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Living with a strong, independent and healthy individual is what you wanted when you got married. Living with someone who is chronically ill and depressed, and has difficultly moving, performing, and doing daily tasks is not the life you wanted.

In a recent Dear Abby column, this question was published:

Im a 72-year-old married woman. My husband has atypical Parkinsons and can no longer talk or walk I need someone to talk to, to share life with. I tell my husband what I do each day, but of course, there is no feedback.

Can I date? If I explained to him how I need companionship, he might agree. But am I being selfish? I feel like my life is over. I feel like Im dying.

The feelings of caregivers are just as strong and conflicted as those feelings of the patient with Parkinsons disease. What should partners do?

You May Like: Power Over Parkinson’s Monterey

Tremors Are Not The Only Symptom Of Parkinson’s

Most people dont know much about Parkinsons disease beyond the tremors, so it makes sense that they associate PD with tremors. If you can, just give your friend or loved one some space, and if they want to talk about this with you, they will. Or, you could bring it up gently. Ive noticed you dont have tremors. If youre open to it, Id be curious to hear more about your experience with Parkinsons. This puts the subject in their court, letting them answer when and if they choose.

What Not To Say To Someone With Parkinsons Disease

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We all do itwe all say that thing, putting our foot in our mouths, and then immediately regret it. We tend to do it more often when we dont know what is acceptable to say and ask. Every diagnosis, Parkinsons included, has its own vocabulary and no-no’s when it comes to communication.

The good news is that youre reading this! Thats a great first step. Read on to see what weve found are key questions to avoid when talking with someone with PD.

Don’t Miss: How Do You Treat Parkinson’s Disease Naturally

Have Patience Confidence And An Open Mind

Dating is frustrating for everyone, and finding the right person takes time. If you felt a spark, but they didnt, dont blame yourself if there isnt a second date. Its not automatically a reflection on you. Everyone has their own insecurities and emotional baggage. Try to give people the benefit of the doubt whenever possible. Dont assume someone is only looking at you through the lens of your disease if/when a relationship doesnt work out.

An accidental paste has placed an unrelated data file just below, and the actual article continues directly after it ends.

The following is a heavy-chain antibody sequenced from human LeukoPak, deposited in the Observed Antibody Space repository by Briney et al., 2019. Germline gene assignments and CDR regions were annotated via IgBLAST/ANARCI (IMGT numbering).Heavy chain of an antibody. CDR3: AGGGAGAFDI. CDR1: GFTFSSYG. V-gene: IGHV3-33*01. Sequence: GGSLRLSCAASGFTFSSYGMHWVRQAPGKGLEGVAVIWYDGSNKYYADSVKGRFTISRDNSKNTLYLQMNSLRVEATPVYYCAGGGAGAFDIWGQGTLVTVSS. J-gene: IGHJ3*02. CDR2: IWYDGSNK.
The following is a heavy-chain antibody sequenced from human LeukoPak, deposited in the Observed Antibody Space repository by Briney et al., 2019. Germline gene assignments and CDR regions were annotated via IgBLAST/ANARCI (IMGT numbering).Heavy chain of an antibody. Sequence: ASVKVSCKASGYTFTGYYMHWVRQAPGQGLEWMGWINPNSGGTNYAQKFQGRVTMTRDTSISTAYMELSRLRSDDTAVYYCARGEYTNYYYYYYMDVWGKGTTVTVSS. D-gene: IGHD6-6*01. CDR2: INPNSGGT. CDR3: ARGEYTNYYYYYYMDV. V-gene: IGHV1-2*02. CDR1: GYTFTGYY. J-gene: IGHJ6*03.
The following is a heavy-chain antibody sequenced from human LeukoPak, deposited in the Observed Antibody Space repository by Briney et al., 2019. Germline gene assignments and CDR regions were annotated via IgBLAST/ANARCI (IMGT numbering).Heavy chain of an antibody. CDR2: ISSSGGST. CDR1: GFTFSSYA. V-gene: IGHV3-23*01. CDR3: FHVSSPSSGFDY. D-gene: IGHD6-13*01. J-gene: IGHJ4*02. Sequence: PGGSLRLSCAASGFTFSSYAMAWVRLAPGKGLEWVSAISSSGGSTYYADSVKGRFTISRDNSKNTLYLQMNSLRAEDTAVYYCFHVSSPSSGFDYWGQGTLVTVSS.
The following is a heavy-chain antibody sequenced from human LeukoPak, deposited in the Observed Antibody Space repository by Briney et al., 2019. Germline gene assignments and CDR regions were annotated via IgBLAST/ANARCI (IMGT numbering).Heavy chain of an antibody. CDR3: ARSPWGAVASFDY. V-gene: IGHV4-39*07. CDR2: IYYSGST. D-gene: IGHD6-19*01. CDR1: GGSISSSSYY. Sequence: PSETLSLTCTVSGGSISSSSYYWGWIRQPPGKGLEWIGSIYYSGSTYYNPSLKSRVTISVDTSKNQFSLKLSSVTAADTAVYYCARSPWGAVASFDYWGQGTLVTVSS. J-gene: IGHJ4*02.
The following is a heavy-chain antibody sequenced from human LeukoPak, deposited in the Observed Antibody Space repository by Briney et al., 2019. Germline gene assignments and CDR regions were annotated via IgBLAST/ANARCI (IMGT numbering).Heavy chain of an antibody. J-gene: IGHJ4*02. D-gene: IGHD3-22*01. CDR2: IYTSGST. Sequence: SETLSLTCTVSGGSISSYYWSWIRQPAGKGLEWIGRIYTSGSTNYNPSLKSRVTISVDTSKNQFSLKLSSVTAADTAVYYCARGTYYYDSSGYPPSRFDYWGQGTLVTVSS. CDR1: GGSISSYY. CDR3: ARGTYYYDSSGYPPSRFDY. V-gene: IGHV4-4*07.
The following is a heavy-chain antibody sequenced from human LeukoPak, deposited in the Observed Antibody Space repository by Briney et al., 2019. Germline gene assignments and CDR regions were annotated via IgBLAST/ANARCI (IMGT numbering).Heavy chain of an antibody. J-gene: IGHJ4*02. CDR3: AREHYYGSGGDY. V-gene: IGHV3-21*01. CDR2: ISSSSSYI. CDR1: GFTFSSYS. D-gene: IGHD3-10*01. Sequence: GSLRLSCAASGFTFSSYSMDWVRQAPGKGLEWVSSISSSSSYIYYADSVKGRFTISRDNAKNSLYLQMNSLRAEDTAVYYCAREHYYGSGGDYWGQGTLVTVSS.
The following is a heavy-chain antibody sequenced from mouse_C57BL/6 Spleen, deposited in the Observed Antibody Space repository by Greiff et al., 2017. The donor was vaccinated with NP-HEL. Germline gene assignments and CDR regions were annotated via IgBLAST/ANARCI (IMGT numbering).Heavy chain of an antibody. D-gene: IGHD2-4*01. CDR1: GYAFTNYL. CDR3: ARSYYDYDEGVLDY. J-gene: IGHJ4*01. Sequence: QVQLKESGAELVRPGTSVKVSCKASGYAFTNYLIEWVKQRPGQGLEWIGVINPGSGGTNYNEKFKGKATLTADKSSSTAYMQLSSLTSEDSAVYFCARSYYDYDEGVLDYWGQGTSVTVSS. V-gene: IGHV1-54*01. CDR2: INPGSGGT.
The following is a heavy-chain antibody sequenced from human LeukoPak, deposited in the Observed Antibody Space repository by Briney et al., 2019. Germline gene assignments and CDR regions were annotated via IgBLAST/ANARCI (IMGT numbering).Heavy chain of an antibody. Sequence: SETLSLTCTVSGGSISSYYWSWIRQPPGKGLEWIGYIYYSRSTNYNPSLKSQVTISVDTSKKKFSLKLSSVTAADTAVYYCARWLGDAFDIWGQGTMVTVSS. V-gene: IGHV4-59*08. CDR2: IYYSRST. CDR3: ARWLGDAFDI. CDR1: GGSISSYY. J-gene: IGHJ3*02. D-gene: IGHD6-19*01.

If a relationship ends, dust yourself off and try again. Never settle for someone who doesnt give you the dignity and respect that all people deserve. Its whats on the inside that counts, so honor yourself by seeking a partner with the same values. Remember that going on dates is like trying on outfits in a dressing room not everyone is going to be a perfect fit. Its not always about you. Its not always about them. Sometimes it simply is what it is.

Welcome To Dating With Parkinson’s

My Parkinson’s Story: The Caregiver

May 20, 2017heather kennedy

As a single woman Ive learned a few things. I dont particularly like not having a primary partner to share this wild and fascinating human experience with, but I dont mind being alone so much. No one is snoring or stealing the covers, or pulling the dirtiest trick of them all gasp!…leaving only the appearance of a stocked fridge with just a few drops of milk at the bottom of the carton. I can let things slide, but if my hypothetical mate messes with the sacred morning coffee ritual – we might be headed for couples therapy!

Appearances can be deceiving. I was married for almost twenty years when Parkinsons barged in to wreak havoc on our family of four. I didnt realize how easy our life was – we had two kids, a mortgage, pets, the various after school activities. LIfe was busy and had all the ups and downs of any normal family – whatever that means.

So while Parkinsons arrival wasnt our only challenge, my blood-curdling screams probably didnt help matters improve. Becoming a single mom – losing my partner as I gained Parkinsons was a double blindside. Weve all heard Pat Benetar, and if love is a battlefield, then Parkinsons is guerrilla warfare. Does Parkinsons shoot first and ask questions later, or the other way around? Its all fun and games til the weaponry comes out! Sharp and quick, pick your poison.

One of my favorite bassists has a song called LOYALTY

Welcome to Dating with Parkinsons!

Read Also: Which Part Of The Brain Is Affected By Parkinson’s Disease

Be Prepared For Anything And Facing An Uncertain Future

The interviews with Noémie and Nicolas show how the future mobilizes partners and the asymmetric regulation of the underlying feelings. Nicolas fears becoming a burden to his wife. Noémie was initially active by anticipating her husbands loss of autonomy and by moving to suitable housing. She is now overwhelmed by the mental suffering of her husband, whose suicidal thoughts prevent her from expressing her own feelings.